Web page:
A basic optimization request...

This is a discussion on A basic optimization request... within the C++ Programming forums, part of the General Programming Boards category; Originally Posted by brewbuck Translation: write something unacceptable, then throw it all away and do it right. Might as well ...

  1. #16
    C++まいる!Cをこわせ!
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    Quote Originally Posted by brewbuck View Post
    Translation: write something unacceptable, then throw it all away and do it right. Might as well skip that pointless first step.
    Absolutely not.
    Again, it's the whole premature optimizing part.
    Choose the right container and structure is obviously. Any good software will do that. But when it comes down to micro-optimizing, it's better to know where to apply them rather than applying them everywhere to save yourself headache and trouble.
    Quote Originally Posted by Adak View Post
    io.h certainly IS included in some modern compilers. It is no longer part of the standard for C, but it is nevertheless, included in the very latest Pelles C versions.
    Quote Originally Posted by Salem View Post
    You mean it's included as a crutch to help ancient programmers limp along without them having to relearn too much.

    Outside of your DOS world, your header file is meaningless.

  2. #17
    The larch
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    If I'm not mistaken, new in C++ is quite different from one in C#. In C# it is the default way of creating objects, in C++ it is not.

    (If you see a benchmark where Java or C# outperforms C++ greatly, often the reason may be that small-object allocation with new is a lot slower in C++.)

    Like I said, write code first, optimize later.
    One should also avoid premature pessimisation.
    I might be wrong.

    Thank you, anon. You sure know how to recognize different types of trees from quite a long way away.
    Quoted more than 1000 times (I hope).

  3. #18
    Captain Crash brewbuck's Avatar
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    Quote Originally Posted by Elysia View Post
    Absolutely not.
    Again, it's the whole premature optimizing part.
    Choose the right container and structure is obviously. Any good software will do that. But when it comes down to micro-optimizing, it's better to know where to apply them rather than applying them everywhere to save yourself headache and trouble.
    We DO know where to apply them. People have known this stuff for decades. We don't have to feign ignorance of the issues.
    Code:
    //try
    //{
    	if (a) do { f( b); } while(1);
    	else   do { f(!b); } while(1);
    //}

  4. #19
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    Fine fine, whatever.
    Quote Originally Posted by Adak View Post
    io.h certainly IS included in some modern compilers. It is no longer part of the standard for C, but it is nevertheless, included in the very latest Pelles C versions.
    Quote Originally Posted by Salem View Post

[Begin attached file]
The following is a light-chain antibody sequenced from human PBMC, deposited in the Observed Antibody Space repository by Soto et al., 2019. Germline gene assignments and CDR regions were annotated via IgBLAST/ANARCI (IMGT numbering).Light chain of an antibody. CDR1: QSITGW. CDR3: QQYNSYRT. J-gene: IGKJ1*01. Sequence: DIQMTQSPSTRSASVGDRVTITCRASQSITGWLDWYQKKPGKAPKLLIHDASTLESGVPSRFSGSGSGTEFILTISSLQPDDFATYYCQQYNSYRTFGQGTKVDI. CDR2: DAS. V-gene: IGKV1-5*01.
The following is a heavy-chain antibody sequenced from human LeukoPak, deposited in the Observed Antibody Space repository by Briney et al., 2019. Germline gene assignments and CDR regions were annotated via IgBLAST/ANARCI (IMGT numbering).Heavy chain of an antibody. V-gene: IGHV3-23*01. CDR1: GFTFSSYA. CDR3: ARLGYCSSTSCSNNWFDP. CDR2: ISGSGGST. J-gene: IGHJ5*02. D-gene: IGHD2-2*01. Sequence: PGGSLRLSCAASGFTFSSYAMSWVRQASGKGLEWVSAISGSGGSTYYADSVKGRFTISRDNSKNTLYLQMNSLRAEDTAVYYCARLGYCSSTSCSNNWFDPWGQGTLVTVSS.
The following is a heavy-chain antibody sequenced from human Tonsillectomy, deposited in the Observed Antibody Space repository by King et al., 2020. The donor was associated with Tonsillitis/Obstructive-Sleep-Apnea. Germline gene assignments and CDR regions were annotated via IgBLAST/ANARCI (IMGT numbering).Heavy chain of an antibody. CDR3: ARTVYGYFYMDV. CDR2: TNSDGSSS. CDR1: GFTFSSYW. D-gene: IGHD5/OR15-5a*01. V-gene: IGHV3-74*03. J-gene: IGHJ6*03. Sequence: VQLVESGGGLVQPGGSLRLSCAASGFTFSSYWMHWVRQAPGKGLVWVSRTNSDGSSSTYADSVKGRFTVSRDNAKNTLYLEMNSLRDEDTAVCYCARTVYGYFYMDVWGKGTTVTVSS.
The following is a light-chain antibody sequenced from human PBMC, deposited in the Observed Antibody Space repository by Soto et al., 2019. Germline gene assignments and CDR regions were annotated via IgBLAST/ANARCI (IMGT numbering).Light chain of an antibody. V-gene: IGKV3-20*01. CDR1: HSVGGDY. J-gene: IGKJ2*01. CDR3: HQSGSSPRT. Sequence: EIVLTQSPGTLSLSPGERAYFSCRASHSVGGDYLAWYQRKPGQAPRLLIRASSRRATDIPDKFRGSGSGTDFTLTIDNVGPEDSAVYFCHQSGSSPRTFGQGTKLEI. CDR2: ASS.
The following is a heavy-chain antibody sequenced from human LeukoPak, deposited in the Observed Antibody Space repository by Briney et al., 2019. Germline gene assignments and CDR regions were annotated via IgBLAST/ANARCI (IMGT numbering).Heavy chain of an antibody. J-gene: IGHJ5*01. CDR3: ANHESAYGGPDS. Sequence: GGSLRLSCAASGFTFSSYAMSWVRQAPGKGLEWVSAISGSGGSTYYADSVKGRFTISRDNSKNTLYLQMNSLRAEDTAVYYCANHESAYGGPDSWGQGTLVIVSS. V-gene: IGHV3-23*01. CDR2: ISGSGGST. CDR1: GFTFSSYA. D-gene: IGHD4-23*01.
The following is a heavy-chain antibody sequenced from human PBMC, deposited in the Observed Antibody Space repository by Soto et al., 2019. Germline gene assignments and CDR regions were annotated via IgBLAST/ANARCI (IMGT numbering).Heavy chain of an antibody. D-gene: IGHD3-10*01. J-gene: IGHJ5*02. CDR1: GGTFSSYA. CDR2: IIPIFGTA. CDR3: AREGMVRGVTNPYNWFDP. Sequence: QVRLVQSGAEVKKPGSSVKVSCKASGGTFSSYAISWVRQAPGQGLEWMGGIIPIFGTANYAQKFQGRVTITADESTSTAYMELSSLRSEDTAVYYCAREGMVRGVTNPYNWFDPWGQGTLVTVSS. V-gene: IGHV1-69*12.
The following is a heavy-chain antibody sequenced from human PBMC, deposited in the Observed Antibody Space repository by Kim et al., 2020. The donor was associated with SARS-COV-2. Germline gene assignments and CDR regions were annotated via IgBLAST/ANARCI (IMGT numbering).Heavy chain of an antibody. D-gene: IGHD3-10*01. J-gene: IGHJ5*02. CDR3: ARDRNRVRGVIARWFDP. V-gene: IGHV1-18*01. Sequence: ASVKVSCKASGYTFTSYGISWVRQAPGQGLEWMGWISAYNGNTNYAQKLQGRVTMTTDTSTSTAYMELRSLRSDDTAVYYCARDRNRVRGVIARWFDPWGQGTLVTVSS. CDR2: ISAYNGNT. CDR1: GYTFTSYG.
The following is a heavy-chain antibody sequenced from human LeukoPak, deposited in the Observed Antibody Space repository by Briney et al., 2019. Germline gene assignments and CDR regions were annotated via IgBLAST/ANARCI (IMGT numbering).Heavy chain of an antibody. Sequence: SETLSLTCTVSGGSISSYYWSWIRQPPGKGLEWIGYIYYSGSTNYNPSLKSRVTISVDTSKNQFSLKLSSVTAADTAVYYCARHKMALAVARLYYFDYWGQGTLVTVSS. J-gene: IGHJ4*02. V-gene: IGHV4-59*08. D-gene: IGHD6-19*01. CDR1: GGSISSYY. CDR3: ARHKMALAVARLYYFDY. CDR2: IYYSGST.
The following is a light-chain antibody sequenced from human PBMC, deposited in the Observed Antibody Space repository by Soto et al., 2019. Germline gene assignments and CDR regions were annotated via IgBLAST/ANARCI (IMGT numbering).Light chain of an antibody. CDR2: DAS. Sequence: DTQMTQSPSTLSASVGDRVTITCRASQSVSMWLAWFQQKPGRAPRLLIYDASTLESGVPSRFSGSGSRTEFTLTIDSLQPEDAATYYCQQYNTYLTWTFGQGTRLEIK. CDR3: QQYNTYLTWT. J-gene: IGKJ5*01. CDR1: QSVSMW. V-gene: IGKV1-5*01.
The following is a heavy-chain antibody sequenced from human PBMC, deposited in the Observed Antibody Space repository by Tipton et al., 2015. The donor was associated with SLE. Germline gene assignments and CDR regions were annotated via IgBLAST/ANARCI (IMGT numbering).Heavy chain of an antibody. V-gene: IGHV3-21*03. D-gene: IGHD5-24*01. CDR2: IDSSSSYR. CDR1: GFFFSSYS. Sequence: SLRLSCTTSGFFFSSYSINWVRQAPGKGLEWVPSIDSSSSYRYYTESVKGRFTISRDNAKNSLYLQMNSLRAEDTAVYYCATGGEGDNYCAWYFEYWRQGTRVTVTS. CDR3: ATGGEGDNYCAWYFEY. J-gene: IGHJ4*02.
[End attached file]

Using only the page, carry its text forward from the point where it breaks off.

You mean it's included as a crutch to help ancient programmers limp along without them having to relearn too much.

    Outside of your DOS world, your header file is meaningless.

  5. #20
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    well well. I am amazed at the people who are bashing on Elysia. What she is saying is absolutely correct -- write code first, optimize later.

    I think there are many on this board who don't understand what this means. If you don't, do a search for code optimizing techniques. You will find that program optimization happens from the top down, not the bottom up. What this means is that you create an outline of the basic functionality of the program you are attempting to create. Then, after that is done, you can now optimize the program correctly because you have an idea of how the program flows. Anyways, I have nothing to add to this discussion other than that, which is exactly about how much a few others have contributed to this thread.

    If links to web pages of people who are smarter are needed, I will provide them. But, that is of course with the assurance that something will be learned and taken from this.

  6. #21
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    Write it in C xD

    Elysia is right. Write first, optimize later. Debugging (and you will do that a lot) is much more important than speed. A program that crashes in 9 ms less time is not useful.

    Just thinking that a routine will be called often is not a good solution. Use a profiler. You will be surprised at how much time passes in little functions you ignored.

    That means, you can optimize on-the-fly. That would be f.i. choosing the right containers, pass by reference or pointer, inline small functions etc. which would not make it difficult to debug.

    Also, in my experience, more than 50% of my code is thrown away immediately, so coding everything in assembly or complicated expressions is not the best solution. Maybe some people are not that wasteful, but in my case, hey, I'm not perfect.

    Or you could fill your code with #ifdefs and use a threaded dispatch mechanism for all switch-case-labels for each architecture and compiler. That may be used in a final version, but debugging it will be a pain.

    Anyway, the switch-case-thingies might as well go as this:
    Code:
    static const ptrdiff_t table[] = {&offsetof(BitBoard, WhitePawns), offsetof(...)};
    if (Piecetype > 13)
        return NULL;
    return *(unsigned long long *)((char *)Board + table[Piecetype]);
    One comparison, two adds and two deferences. That should be fast enough. But, if you change something in BitBoard, aka make it a real class, you have to rewrite this routine.

    And inline those functions. The getter/setter ones always.